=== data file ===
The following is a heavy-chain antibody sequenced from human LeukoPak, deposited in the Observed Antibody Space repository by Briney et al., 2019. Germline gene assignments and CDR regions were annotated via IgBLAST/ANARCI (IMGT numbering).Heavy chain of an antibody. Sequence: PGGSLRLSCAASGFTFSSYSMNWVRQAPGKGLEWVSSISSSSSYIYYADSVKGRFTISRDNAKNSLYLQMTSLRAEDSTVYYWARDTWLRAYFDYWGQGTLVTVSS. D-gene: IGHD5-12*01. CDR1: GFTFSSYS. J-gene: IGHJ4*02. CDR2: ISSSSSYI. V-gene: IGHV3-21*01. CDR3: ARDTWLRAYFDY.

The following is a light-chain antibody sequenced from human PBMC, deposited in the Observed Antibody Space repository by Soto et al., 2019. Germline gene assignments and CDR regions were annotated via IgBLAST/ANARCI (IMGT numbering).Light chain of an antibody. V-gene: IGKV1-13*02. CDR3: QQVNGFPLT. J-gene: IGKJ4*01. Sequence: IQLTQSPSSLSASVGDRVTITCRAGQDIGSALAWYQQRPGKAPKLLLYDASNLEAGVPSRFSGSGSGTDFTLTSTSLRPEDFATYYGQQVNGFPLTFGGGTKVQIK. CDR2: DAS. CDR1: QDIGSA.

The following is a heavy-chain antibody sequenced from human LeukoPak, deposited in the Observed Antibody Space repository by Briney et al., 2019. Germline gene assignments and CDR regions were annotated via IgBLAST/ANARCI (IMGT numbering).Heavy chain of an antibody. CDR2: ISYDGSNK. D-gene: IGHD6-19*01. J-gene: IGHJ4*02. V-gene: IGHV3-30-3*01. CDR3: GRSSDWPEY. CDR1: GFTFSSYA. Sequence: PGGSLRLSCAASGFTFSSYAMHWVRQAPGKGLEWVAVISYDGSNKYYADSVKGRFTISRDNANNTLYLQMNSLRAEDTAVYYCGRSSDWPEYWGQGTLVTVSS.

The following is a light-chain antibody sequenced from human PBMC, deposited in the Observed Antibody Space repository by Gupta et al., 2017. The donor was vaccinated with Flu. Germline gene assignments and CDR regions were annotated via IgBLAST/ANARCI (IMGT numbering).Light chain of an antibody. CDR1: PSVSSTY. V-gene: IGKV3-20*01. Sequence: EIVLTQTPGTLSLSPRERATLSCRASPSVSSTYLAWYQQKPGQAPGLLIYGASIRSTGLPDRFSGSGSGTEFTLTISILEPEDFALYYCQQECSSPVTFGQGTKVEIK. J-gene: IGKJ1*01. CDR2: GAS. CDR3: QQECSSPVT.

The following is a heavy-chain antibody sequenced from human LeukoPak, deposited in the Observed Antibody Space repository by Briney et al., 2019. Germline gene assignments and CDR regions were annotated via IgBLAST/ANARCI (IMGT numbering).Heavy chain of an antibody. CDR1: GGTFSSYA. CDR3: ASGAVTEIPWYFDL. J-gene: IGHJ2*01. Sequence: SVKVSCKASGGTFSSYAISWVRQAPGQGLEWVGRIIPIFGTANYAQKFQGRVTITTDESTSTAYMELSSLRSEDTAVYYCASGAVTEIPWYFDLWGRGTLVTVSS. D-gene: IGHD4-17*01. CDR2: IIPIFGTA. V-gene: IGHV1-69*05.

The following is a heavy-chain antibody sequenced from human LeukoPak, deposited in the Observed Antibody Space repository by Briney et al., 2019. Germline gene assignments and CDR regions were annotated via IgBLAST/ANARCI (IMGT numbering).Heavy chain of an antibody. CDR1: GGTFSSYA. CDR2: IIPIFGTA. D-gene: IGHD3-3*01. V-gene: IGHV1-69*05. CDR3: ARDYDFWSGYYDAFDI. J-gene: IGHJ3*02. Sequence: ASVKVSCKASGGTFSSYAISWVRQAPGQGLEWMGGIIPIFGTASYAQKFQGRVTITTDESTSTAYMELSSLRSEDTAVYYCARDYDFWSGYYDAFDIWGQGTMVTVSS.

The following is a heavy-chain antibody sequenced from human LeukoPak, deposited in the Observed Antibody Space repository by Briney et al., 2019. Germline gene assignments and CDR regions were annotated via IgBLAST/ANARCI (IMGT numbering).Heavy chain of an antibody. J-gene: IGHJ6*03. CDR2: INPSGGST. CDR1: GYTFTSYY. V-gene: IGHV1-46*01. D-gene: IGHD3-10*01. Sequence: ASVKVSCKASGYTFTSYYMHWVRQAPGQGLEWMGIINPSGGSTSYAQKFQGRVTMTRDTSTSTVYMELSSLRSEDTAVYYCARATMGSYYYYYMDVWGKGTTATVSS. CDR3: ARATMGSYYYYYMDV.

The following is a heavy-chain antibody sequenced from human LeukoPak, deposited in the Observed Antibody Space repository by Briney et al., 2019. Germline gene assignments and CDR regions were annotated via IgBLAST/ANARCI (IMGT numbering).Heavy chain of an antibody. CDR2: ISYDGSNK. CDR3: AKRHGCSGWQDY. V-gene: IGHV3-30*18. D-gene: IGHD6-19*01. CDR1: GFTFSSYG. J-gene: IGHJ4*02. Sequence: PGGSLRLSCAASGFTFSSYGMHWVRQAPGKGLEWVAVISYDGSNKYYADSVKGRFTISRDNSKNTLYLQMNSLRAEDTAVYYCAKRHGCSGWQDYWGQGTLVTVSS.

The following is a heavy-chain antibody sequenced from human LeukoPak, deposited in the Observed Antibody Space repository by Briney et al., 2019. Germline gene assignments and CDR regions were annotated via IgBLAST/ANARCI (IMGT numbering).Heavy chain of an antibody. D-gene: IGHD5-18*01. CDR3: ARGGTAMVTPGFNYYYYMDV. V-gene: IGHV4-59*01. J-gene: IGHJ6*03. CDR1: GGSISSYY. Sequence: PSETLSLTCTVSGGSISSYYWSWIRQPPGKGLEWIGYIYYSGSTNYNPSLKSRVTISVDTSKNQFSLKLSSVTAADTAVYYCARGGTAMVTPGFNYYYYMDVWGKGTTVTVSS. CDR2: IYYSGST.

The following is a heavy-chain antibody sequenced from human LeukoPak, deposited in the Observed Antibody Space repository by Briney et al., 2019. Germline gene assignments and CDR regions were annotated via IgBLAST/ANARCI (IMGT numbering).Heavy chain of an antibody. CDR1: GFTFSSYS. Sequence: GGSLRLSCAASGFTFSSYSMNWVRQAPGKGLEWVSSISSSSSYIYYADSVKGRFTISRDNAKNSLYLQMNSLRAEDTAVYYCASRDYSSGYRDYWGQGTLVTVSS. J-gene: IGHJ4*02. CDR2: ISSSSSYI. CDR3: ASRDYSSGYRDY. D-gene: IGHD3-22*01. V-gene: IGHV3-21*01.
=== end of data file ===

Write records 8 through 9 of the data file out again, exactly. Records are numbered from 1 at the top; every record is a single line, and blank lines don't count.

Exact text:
The following is a heavy-chain antibody sequenced from human LeukoPak, deposited in the Observed Antibody Space repository by Briney et al., 2019. Germline gene assignments and CDR regions were annotated via IgBLAST/ANARCI (IMGT numbering).Heavy chain of an antibody. CDR2: ISYDGSNK. CDR3: AKRHGCSGWQDY. V-gene: IGHV3-30*18. D-gene: IGHD6-19*01. CDR1: GFTFSSYG. J-gene: IGHJ4*02. Sequence: PGGSLRLSCAASGFTFSSYGMHWVRQAPGKGLEWVAVISYDGSNKYYADSVKGRFTISRDNSKNTLYLQMNSLRAEDTAVYYCAKRHGCSGWQDYWGQGTLVTVSS.

The following is a heavy-chain antibody sequenced from human LeukoPak, deposited in the Observed Antibody Space repository by Briney et al., 2019. Germline gene assignments and CDR regions were annotated via IgBLAST/ANARCI (IMGT numbering).Heavy chain of an antibody. D-gene: IGHD5-18*01. CDR3: ARGGTAMVTPGFNYYYYMDV. V-gene: IGHV4-59*01. J-gene: IGHJ6*03. CDR1: GGSISSYY. Sequence: PSETLSLTCTVSGGSISSYYWSWIRQPPGKGLEWIGYIYYSGSTNYNPSLKSRVTISVDTSKNQFSLKLSSVTAADTAVYYCARGGTAMVTPGFNYYYYMDVWGKGTTVTVSS. CDR2: IYYSGST.